MOSCOW, Russia – Credit rating agency Moody’s again upgraded Russia from a Ba1 to Baa3 ranking. Why is this US agency losing all its arguments against Russia’s increasing rating?
With the rating upgraded, Russia achieved an investment grade rating in accordance with Moody’s rating. This decision reflects the positive impact of policies undertaken in recent years to strengthen the country’s public finances and reduce Russia’s vulnerability to external shocks, Moody’s said.
In particular, with its effective policy, the Russian authorities have been able to contain the economic and financial impacts created by “falling oil prices” and “imposing sanctions” by Western countries.
However, there is still the possibility that the US Congress will impose new sanctions in the coming months. The new restrictions may include bans on US entities from trading securities issued by Russian state-owned banks.
At the same time, the agency’s analysts stress that Russia’s well-being continues to depend, albeit modestly, on the dynamics of oil price growth and geopolitical tensions.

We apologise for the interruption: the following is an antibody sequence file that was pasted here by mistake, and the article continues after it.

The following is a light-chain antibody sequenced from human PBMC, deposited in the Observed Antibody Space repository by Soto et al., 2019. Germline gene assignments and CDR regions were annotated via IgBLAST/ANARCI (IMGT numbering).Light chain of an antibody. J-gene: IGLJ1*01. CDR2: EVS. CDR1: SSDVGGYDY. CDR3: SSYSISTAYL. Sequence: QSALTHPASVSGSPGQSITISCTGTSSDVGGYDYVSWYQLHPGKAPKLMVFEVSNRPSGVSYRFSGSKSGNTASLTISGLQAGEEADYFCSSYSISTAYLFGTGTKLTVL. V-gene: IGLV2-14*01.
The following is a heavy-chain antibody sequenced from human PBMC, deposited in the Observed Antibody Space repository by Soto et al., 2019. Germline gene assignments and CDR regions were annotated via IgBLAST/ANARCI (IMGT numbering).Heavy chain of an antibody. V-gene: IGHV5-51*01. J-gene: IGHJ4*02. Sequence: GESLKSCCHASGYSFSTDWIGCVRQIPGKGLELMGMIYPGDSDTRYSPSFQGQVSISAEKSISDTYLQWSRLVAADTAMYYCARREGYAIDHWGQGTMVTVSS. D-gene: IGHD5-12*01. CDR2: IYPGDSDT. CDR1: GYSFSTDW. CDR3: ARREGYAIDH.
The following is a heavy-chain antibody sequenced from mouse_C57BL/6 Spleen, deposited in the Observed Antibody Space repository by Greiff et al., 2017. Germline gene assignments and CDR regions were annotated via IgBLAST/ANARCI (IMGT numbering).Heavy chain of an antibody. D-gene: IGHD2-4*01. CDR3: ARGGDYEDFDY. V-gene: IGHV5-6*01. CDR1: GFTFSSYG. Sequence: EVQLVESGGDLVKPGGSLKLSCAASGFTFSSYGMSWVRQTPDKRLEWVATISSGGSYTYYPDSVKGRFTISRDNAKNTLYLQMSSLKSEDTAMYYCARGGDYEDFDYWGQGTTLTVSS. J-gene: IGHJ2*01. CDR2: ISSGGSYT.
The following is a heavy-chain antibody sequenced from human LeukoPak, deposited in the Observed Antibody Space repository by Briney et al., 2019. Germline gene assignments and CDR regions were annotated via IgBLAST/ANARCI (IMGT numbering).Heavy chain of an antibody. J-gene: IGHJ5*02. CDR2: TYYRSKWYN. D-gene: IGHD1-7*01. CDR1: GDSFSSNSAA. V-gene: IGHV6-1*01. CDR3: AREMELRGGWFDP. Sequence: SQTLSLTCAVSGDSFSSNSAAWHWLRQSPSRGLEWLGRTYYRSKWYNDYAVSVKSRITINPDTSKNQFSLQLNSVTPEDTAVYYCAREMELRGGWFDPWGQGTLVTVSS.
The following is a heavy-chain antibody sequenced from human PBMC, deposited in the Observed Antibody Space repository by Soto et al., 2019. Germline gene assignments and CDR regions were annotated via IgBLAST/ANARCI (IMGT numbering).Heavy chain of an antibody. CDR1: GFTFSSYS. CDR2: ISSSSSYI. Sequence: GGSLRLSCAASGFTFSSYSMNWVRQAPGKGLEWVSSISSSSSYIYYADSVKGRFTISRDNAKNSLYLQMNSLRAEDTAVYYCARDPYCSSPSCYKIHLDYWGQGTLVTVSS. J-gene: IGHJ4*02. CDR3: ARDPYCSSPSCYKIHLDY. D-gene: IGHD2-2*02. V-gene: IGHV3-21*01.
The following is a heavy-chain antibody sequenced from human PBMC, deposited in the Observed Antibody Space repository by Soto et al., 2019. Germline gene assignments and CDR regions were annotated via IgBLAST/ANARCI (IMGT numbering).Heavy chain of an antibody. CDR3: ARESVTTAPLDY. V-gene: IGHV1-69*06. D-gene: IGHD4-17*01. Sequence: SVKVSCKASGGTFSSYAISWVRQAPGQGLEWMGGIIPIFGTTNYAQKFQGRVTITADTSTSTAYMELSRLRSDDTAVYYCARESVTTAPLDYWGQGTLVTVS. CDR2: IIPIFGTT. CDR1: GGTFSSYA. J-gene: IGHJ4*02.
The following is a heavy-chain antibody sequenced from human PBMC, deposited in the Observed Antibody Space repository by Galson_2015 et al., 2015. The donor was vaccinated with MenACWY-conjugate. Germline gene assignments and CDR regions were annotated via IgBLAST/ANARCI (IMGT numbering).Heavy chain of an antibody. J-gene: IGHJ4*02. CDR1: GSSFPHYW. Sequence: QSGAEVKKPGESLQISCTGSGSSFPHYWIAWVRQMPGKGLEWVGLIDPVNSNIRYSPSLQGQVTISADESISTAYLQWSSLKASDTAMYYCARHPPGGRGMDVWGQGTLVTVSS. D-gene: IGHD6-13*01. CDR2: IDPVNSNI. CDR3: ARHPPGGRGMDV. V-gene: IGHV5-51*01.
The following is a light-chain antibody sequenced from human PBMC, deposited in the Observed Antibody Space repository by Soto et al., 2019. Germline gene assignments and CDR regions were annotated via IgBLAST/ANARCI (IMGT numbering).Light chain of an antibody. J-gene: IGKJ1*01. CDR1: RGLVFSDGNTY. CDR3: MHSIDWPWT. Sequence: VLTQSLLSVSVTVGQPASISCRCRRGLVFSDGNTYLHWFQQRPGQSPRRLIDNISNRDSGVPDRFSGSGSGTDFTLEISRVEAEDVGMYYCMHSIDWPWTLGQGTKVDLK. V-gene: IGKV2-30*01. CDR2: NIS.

Dmitri Lekukh recalled that Donald Trump recently tried to pressure Russia and Saudi Arabia into the oil market. The US president believed that both countries could manipulate oil prices through organizations such as OPEC.
The Russian journalist pointed out that “manipulating oil prices”, as Trump said, and “depending on them”, as Moody’s believes, are “two completely different things.”
In addition, Lekukh recalled the words of Russia’s Minister of Economic Development, Maksim Oreshkin, about Moody’s new rating. According to him, the agency has revised Russia’s credit rating because it has exhausted all but the most fantastic arguments against Russia’s rating increase.
In recent years Russia’s sovereign ratings have remained stable, or has even have grown a bit, but these indicators are not in any way reflected in the activity of foreign investors, says the author of the article stressing that although “money flows in the Russian economy” direct investments are channeled primarily to the real sector of the Russian economy. However, Moody’s or other agency ratings have nothing to do with direct investments in certain projects.
According to Lekukh, in the real sector there are other mechanisms that help investors to make and make decisions. The ratings of international credit agencies can only influence the portfolios of speculators.
In addition, the experience acquired after the introduction of “terrible sanctions” in the past teaches that “Russia has already adapted” to Western restrictions.
“These assessments of Russia’s so-called ‘destroyed economy’ are welcome, but the goals of the Russian economy and international rating agencies are different, so it is not Moody’s or Fitch’s mission to assess the achievement of these goals,” concludes Lekukh.